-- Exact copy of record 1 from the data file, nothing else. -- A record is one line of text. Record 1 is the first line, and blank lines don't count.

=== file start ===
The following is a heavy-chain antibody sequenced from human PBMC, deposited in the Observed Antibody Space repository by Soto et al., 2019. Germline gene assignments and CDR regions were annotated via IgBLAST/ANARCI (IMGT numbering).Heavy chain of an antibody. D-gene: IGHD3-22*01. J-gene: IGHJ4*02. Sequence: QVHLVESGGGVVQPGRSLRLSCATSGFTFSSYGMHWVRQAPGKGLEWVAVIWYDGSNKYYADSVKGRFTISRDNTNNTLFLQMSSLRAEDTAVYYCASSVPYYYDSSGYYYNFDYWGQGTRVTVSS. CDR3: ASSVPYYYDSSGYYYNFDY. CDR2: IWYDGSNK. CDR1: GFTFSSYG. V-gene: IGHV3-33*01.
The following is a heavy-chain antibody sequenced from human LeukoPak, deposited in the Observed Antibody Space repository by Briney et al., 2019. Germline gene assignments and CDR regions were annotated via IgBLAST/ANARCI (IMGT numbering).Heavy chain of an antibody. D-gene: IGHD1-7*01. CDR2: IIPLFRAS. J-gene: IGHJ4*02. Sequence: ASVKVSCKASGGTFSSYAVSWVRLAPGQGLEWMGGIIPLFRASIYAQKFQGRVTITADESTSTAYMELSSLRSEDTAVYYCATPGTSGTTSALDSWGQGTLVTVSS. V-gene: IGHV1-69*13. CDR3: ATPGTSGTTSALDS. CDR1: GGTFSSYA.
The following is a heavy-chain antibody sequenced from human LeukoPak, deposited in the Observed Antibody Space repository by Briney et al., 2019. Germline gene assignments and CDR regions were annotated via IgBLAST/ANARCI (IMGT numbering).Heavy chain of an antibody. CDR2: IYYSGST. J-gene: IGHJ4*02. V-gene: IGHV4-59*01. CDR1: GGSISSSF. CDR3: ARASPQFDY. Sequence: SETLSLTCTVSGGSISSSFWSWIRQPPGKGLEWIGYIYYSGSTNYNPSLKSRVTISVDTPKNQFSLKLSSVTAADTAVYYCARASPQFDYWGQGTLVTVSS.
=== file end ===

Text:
The following is a heavy-chain antibody sequenced from human PBMC, deposited in the Observed Antibody Space repository by Soto et al., 2019. Germline gene assignments and CDR regions were annotated via IgBLAST/ANARCI (IMGT numbering).Heavy chain of an antibody. D-gene: IGHD3-22*01. J-gene: IGHJ4*02. Sequence: QVHLVESGGGVVQPGRSLRLSCATSGFTFSSYGMHWVRQAPGKGLEWVAVIWYDGSNKYYADSVKGRFTISRDNTNNTLFLQMSSLRAEDTAVYYCASSVPYYYDSSGYYYNFDYWGQGTRVTVSS. CDR3: ASSVPYYYDSSGYYYNFDY. CDR2: IWYDGSNK. CDR1: GFTFSSYG. V-gene: IGHV3-33*01.